The history of German-Muslim relations is long. The “Soldier King” Frederick William I had in 1732. Converted a riding stable to a mosque.

Statistically, Islam has been a part of Germany for long time. Muslims have been living in Germany for centuries, currently there are nearly five million of Muslims living in Germany. About fifty percent of them are German nationals. Most of them came from a migrants families that came from Turkey, Yugoslavia, Morocco and Tunisia. From 1961, the Federal Republic had signed recruitment agreements with these states. “We called for manpower and people came,” says Max Frisch.

So-called guest workers helped to rebuild Germany after the Second World War and made their contribution to the economic miracle in factories, at supermarket checkouts, in hospitals or on construction sites. But when the economic miracle ended, the West German industry first troubled and in 1973 a recruitment ban was issued, only a part of the migrants returned to their countries of origin. Around four million Turkish Muslims had immigrated under the terms of the recruitment agreement. At the 1987 census, about 1.3 million Muslim Turks and about 280,000 other Muslims were registered.

Less well known is the history of the very first Muslim migrant workers. They were soldiers. In 1731, the Duke of Courland gave King Friedrich Wilhelm I of Prussia 22 Turkish guardsmen. Mostly prisoners of war, which were intended to reinforce Friedrich Wilhelm’s favorite unit, the guards regiment of the “Langen Kerls”. To sell or give away members of the military belonged in the Baroque to the customs of courtly power politics. The small Courland, located in present-day Latvia, was threatened by the great powers of Russia, Sweden and Prussia at the time and continued to favor the western neighbor for its continued existence. Duke Ferdinand was already connected to Prussia by his mother Luise Charlotte of Brandenburg.

The Prussian state idea was based on tolerance and discipline.

King Frederick William I, whose obsession for all things related to the military earned him the nickname “soldier king”, in 1732. for the new Muslim subjects in the Long Stable, he converted a hall to a mosque. This was the first mosque constructed on German soil. The prayer room has not survived, no picture of it exists. It was only a few steps away from the garrison church, which was to become a symbol of Prussian militarism and has been rebuilt since 2017.

The glockenspiel of the garrison church was regarded as the “heartbeat of Prussia”, for a time its sound mixed with the Muslim prayersongs. However, they were on Sundays, not on Fridays. “It was the wish of the king that God in Potsdam was worshiped in all tongues and in every faith of the earth at the same hour,” writes Jochen Klepper in his 1937 novel “The Father” about Friedrich Wilhelm. Therefore, the king “kindly asked” the Turks of his regiment whether “for their sake, Allah’s il-Allah!” Could not be “the Prussian Sunday morning for their Ottoman Friday.”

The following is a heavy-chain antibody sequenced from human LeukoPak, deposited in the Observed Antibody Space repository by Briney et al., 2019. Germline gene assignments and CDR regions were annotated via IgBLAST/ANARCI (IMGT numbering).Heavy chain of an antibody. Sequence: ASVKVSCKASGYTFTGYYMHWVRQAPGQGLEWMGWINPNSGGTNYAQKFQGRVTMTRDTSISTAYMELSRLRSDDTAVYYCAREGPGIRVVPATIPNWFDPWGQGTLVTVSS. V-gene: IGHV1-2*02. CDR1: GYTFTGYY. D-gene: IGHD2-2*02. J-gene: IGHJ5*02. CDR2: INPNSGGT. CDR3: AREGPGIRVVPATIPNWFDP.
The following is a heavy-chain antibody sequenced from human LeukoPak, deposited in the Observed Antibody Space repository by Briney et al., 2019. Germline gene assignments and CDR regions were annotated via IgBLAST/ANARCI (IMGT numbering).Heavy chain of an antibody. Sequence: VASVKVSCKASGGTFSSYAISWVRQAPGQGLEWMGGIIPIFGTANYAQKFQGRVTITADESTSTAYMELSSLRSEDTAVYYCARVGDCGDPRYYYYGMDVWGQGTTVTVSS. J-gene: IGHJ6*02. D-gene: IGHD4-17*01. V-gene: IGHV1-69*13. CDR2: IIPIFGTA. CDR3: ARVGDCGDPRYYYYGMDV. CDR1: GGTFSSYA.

Tolerance and discipline, the Prussian idea of ​​the state was based on these pillars. For the openness to strangers, spoke mainly pragmatic reasons, they should contribute to the increase in the Thirty Years’ War and then decimated population. Frederick II, later called “the Great”, continued the welcome culture policy of his father Friedrich Wilhelm. Immediately in his first year in office, the francophile ruler wrote in modest German a marginal note on a report by the General Directorate: “All religions are the same and continue to enjoy their care so that they can profit, and whom Turks and Gentiles will take and want the land Poeppling, so they want to build mosques and churches. “

Five Islamic newspapers, produced in the Reichsdruckerei

Even as mosques, Frederick II built barracks. Non-Christians were also welcome to his campaigns. In 1741, during the First Silesian War, a Muslim unit with 73 horsemen, dispersed from Russia, joined its army. From the young Tartar noblemen, so-called “Oghlanis”, the first Prussian lance troops were formed. Frederick’s cavalry general Friedrich Wilhelm von Seydlitz, who with his attacks in 1757 decided the Battle of Rossbach, had a white horse who heard the name “Mohammad”. The parents of the animal were called “Prophet” and “Fatme”.

In the Seven Years’ War, the “Tatar fright” became proverbial, coming from the Orient country, these cavalrymen were dreaded elite mercenaries. The name of the Prussian “Ulanen” regiments goes back to the Turkish-Tatar word “Oglan”, meaning the “son, young young man, soldier “. When 1807 Prussian troops defeated Napoleon’s army at Eylau,Muslim soldiers were among them. They wanted, as stated later in the reports, “their king for the safeguard of their ancestral form of life and the freedom of belief given to them to thank.”

One hundred years later, soon after the beginning of the First World War in 1914, the German Reich signaled the construction of a mosque for the “Mohammedan prison camp” in Wünsdorf near Zossen. The red-and-white wooden building was built in the style of an orientalising historicism, its minaret towering over the landscape of the city of Brandenburg at a height of 23 meters. There were 4,000 prisoners of war in the model camp, especially Russians, Indians, Moroccans and Senegalese. Five Islamic newspapers were published, which were produced in the camp and in the Reichsdruckerei. The Empire wanted to win the favours of Muslims for a jihad against Russia, France and Britain in the Middle East. But that did not happen.

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